LONG BEACH - The saga of accused cop killer Christopher Jordan Dorner and his claims of racism and corruption in the Los Angeles Police Department has brought racial issues back into public discourse.
Naomi Rainey, head of the Long Beach branch of the NAACP, said she has heard some sympathy for Dorner, although no one would condone his tactics.
Rainey, who spoke for herself and not as a representative of the civil rights group, said that violence is never a solution.
"My belief is we're all citizens of the world and what hurts one, hurts the other," she said.
Nonetheless, she said, there are glass ceilings and impediments that Dorner and people of color face.
"There is racism, there's all kinds of isms that exist in our society," Rainey said, "but you become the same as those people if you use the tactics of your oppressors."
The Rev. Napolean Goshay, a retired Compton police officer and current pastor with the Bethel Christian Methodist Episcopal Church in Long Beach, said Dorner's allegations about his training officer's assault on a homeless man sounded plausible and he wouldn't fault Dorner for reporting it.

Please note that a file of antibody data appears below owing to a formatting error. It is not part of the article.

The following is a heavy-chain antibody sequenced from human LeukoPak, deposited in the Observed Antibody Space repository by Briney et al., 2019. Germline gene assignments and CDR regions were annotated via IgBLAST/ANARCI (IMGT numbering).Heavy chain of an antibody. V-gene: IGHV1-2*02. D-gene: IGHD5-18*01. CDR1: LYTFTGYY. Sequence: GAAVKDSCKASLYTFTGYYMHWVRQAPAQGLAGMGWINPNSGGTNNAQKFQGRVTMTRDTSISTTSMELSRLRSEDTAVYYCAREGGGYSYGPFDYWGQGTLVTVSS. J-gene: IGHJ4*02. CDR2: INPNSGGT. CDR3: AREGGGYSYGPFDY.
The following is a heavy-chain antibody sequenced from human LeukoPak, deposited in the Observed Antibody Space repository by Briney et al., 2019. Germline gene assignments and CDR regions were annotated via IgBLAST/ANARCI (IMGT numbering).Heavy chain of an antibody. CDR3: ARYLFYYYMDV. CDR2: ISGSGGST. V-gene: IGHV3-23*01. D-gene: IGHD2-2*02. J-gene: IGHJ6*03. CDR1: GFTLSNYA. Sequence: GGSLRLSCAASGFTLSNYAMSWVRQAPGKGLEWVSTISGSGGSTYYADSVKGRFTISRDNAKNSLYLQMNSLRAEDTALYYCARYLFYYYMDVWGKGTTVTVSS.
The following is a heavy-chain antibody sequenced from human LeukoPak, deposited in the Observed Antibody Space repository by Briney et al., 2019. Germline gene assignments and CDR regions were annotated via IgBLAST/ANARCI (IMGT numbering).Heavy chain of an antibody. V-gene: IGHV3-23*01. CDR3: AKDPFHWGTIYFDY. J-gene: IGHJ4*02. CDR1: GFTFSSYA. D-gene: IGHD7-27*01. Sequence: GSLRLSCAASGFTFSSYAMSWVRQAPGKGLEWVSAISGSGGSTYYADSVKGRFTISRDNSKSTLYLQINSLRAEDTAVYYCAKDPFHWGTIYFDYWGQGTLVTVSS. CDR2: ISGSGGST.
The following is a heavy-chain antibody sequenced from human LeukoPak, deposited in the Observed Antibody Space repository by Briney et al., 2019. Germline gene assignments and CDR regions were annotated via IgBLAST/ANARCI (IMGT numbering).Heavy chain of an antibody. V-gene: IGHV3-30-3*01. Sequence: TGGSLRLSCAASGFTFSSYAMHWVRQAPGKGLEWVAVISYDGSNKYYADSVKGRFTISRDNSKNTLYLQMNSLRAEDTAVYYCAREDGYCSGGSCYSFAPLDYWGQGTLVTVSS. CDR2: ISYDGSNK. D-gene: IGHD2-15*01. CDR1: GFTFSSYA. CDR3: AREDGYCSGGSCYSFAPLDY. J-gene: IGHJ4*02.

However, that was no excuse for what followed.
"I don't think black folks are supportive of his actions, but they can see how he got there," Goshay said. "Right or wrong, they can see how he got there."
As a police officer, Goshay said he had confrontations with white officers over their
However, in the case of Dorner, Goshay said, "There's no hero."
Rainey's biggest fear was that Dorner's story would perpetuate stereotypes of violence in the ethnic community.
She worried it would "harm not only African-American males, but minorities in general."
The resonance of some of Dorner's allegations that race and corruption played a role in his dismissal from the police led Los Angeles Police Chief Charlie Beck to promise to take another look at Dorner's case.
"I'm not doing this to appease him. I'm doing this so the community has faith in what the Police Department does," Beck said in a Saturday television interview.
Beck also acknowledged the racial component in the Dorner story.
"This has caused so many people to be concerned about a Police Department that had made significant strides in communities of color," Beck said. "I want to make sure we don't undo that."
On Facebook, a half dozen pages have popped up with Dorner's face on them. A page called "Chris Dorner and the Revolution" has been created. As of Monday, that Facebook page had more than 750 "likes" and extensive discussions.
Also, a Christopher Dorner fan page with more than 1,300 followers, and on another Dorner page there is a petition to President Barack Obama for a Dorner pardon.
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